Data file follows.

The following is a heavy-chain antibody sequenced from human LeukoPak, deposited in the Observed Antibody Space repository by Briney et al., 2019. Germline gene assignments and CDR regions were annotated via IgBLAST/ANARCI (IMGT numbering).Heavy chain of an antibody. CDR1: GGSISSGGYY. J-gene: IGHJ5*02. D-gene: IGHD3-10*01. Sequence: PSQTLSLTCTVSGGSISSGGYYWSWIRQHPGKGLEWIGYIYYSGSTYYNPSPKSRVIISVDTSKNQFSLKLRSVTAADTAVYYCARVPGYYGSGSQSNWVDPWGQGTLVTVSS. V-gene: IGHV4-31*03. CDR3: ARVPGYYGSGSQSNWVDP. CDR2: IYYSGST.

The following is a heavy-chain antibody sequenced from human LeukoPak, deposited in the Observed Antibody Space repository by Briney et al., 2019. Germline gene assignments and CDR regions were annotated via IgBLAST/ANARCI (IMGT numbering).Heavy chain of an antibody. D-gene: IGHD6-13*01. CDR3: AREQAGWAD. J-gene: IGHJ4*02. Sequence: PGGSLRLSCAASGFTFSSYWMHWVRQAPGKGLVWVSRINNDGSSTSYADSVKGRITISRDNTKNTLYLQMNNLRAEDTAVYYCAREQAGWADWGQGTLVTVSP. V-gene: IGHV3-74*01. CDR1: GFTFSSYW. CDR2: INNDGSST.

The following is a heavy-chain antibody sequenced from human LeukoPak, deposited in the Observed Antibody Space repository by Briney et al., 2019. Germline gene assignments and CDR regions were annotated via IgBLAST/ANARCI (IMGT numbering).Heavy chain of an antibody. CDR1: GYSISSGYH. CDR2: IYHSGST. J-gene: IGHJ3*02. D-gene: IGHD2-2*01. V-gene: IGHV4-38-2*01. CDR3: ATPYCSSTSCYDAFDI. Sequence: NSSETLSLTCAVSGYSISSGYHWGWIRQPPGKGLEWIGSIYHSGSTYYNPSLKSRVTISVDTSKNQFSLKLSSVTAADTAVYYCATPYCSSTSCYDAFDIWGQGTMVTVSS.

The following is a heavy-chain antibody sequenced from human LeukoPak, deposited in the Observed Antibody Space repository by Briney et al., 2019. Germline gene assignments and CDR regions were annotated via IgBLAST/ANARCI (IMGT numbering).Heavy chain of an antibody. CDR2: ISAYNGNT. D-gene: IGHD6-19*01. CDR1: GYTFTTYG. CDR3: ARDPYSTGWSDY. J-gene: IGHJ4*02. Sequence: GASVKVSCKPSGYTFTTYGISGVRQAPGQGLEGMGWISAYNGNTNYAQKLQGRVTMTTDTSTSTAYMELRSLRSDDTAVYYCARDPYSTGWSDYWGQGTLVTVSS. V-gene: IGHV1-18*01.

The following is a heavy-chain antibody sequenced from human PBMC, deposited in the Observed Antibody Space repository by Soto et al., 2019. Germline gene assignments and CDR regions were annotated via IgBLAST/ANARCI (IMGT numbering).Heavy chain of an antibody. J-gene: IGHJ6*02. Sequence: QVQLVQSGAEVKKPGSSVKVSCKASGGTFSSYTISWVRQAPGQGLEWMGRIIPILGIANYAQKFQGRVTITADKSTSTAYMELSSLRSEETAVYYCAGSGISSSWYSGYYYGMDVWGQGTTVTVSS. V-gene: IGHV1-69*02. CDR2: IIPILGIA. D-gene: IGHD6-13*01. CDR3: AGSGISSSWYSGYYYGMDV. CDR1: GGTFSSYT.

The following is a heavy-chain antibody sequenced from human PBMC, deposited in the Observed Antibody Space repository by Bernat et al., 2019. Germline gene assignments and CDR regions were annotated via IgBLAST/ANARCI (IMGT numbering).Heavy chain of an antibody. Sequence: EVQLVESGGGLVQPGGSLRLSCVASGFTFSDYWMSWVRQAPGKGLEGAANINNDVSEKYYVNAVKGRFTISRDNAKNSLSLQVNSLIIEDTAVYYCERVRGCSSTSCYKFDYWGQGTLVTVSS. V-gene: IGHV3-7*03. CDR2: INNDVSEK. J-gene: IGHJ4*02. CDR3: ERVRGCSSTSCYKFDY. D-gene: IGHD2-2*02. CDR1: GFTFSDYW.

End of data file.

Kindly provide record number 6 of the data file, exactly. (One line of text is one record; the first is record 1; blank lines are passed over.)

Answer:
The following is a heavy-chain antibody sequenced from human PBMC, deposited in the Observed Antibody Space repository by Bernat et al., 2019. Germline gene assignments and CDR regions were annotated via IgBLAST/ANARCI (IMGT numbering).Heavy chain of an antibody. Sequence: EVQLVESGGGLVQPGGSLRLSCVASGFTFSDYWMSWVRQAPGKGLEGAANINNDVSEKYYVNAVKGRFTISRDNAKNSLSLQVNSLIIEDTAVYYCERVRGCSSTSCYKFDYWGQGTLVTVSS. V-gene: IGHV3-7*03. CDR2: INNDVSEK. J-gene: IGHJ4*02. CDR3: ERVRGCSSTSCYKFDY. D-gene: IGHD2-2*02. CDR1: GFTFSDYW.